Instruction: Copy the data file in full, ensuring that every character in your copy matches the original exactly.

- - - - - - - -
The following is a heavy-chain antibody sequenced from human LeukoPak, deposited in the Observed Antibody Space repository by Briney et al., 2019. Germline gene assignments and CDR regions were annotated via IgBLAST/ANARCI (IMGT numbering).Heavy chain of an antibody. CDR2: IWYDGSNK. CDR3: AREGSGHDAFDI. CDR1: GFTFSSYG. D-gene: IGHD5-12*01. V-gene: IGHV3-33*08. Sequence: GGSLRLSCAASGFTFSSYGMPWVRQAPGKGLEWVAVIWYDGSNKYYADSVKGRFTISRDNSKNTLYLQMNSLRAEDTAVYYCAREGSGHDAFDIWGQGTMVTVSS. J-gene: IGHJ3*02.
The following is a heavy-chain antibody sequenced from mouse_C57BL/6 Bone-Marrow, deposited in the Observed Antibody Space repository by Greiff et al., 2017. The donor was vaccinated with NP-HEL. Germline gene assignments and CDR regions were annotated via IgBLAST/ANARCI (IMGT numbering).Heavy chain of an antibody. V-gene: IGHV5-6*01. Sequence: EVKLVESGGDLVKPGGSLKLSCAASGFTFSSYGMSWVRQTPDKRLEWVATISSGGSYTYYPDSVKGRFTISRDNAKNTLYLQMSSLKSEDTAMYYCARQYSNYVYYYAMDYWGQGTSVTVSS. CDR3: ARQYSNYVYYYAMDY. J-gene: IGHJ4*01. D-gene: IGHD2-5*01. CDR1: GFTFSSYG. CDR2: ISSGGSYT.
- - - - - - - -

The following is a heavy-chain antibody sequenced from human LeukoPak, deposited in the Observed Antibody Space repository by Briney et al., 2019. Germline gene assignments and CDR regions were annotated via IgBLAST/ANARCI (IMGT numbering).Heavy chain of an antibody. CDR2: IWYDGSNK. CDR3: AREGSGHDAFDI. CDR1: GFTFSSYG. D-gene: IGHD5-12*01. V-gene: IGHV3-33*08. Sequence: GGSLRLSCAASGFTFSSYGMPWVRQAPGKGLEWVAVIWYDGSNKYYADSVKGRFTISRDNSKNTLYLQMNSLRAEDTAVYYCAREGSGHDAFDIWGQGTMVTVSS. J-gene: IGHJ3*02.
The following is a heavy-chain antibody sequenced from mouse_C57BL/6 Bone-Marrow, deposited in the Observed Antibody Space repository by Greiff et al., 2017. The donor was vaccinated with NP-HEL. Germline gene assignments and CDR regions were annotated via IgBLAST/ANARCI (IMGT numbering).Heavy chain of an antibody. V-gene: IGHV5-6*01. Sequence: EVKLVESGGDLVKPGGSLKLSCAASGFTFSSYGMSWVRQTPDKRLEWVATISSGGSYTYYPDSVKGRFTISRDNAKNTLYLQMSSLKSEDTAMYYCARQYSNYVYYYAMDYWGQGTSVTVSS. CDR3: ARQYSNYVYYYAMDY. J-gene: IGHJ4*01. D-gene: IGHD2-5*01. CDR1: GFTFSSYG. CDR2: ISSGGSYT.